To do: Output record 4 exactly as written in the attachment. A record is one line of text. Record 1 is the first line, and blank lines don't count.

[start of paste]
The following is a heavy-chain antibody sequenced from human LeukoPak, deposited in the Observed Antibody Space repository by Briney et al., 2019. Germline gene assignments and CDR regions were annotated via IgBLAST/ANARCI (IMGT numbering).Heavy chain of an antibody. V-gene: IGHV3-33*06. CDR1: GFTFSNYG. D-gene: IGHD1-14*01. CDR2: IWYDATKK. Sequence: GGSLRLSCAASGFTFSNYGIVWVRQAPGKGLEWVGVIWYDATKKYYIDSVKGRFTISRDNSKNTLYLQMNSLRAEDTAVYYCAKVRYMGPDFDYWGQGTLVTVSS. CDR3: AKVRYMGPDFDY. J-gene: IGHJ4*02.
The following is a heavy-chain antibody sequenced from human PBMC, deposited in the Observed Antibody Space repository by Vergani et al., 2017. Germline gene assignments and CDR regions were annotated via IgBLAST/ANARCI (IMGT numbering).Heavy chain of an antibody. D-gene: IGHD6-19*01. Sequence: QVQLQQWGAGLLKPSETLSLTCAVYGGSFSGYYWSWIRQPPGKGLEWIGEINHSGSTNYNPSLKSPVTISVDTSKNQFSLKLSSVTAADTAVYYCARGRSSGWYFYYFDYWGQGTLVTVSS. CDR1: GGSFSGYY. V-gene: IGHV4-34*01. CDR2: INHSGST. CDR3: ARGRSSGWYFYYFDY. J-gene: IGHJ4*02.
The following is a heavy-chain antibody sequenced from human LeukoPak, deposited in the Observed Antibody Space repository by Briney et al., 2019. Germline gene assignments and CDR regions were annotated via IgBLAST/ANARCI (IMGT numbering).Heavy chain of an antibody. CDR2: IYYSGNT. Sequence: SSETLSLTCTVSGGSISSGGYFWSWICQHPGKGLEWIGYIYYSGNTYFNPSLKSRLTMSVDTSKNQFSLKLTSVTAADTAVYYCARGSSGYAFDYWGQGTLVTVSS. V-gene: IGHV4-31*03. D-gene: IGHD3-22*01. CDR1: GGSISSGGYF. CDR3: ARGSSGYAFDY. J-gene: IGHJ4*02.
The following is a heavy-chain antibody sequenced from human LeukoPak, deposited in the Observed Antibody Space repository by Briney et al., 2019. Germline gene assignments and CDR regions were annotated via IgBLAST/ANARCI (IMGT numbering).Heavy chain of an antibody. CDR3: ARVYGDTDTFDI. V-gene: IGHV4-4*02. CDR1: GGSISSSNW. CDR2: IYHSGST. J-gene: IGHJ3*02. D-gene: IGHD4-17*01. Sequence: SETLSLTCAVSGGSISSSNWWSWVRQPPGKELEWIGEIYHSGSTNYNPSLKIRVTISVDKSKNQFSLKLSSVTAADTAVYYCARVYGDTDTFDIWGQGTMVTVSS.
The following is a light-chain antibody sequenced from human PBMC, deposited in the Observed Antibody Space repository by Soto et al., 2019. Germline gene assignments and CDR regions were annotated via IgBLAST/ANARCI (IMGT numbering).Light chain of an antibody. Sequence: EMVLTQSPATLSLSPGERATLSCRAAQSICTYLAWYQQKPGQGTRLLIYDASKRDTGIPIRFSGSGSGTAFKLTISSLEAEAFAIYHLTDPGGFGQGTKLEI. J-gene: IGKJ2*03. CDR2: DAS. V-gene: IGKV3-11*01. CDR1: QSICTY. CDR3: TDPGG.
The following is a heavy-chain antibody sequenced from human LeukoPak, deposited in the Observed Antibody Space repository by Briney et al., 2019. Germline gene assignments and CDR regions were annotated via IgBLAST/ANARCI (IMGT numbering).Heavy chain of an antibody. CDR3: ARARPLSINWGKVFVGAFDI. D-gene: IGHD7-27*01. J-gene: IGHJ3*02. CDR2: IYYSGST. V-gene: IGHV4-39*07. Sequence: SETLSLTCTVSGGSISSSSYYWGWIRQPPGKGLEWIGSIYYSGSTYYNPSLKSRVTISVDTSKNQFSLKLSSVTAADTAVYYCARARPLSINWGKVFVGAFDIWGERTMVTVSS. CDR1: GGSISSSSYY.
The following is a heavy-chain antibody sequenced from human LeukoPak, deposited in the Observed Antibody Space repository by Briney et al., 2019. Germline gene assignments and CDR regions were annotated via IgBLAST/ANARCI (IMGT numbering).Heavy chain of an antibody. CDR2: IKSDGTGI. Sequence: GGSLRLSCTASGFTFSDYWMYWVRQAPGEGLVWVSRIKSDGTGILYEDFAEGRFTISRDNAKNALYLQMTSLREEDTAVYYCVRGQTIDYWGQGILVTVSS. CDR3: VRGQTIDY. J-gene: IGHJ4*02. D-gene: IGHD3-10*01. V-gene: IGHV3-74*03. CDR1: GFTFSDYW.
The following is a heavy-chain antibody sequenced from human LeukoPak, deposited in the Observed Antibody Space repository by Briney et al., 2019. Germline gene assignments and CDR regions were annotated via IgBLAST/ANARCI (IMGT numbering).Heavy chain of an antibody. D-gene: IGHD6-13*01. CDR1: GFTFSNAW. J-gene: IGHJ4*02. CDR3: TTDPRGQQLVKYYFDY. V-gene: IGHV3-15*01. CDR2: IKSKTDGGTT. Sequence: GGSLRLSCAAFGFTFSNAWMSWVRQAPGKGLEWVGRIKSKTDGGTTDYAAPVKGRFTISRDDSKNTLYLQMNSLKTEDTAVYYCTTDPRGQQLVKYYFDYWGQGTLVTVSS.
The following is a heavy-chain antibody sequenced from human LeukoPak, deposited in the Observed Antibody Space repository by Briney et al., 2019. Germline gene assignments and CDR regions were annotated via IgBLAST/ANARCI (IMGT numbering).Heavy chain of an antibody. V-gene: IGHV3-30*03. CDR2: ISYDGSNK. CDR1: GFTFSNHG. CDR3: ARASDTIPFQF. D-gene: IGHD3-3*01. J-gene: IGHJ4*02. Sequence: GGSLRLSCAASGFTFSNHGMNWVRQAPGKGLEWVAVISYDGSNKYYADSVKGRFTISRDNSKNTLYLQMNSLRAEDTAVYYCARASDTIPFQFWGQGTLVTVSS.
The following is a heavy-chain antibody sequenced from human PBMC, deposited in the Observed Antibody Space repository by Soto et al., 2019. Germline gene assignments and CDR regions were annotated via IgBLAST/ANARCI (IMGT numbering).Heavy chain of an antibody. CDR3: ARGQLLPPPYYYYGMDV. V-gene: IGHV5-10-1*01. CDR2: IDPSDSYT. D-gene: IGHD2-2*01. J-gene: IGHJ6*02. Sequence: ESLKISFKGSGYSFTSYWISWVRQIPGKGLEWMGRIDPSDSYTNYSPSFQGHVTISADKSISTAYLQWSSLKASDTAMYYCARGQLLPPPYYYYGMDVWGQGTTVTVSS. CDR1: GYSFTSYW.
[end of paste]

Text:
The following is a heavy-chain antibody sequenced from human LeukoPak, deposited in the Observed Antibody Space repository by Briney et al., 2019. Germline gene assignments and CDR regions were annotated via IgBLAST/ANARCI (IMGT numbering).Heavy chain of an antibody. CDR3: ARVYGDTDTFDI. V-gene: IGHV4-4*02. CDR1: GGSISSSNW. CDR2: IYHSGST. J-gene: IGHJ3*02. D-gene: IGHD4-17*01. Sequence: SETLSLTCAVSGGSISSSNWWSWVRQPPGKELEWIGEIYHSGSTNYNPSLKIRVTISVDKSKNQFSLKLSSVTAADTAVYYCARVYGDTDTFDIWGQGTMVTVSS.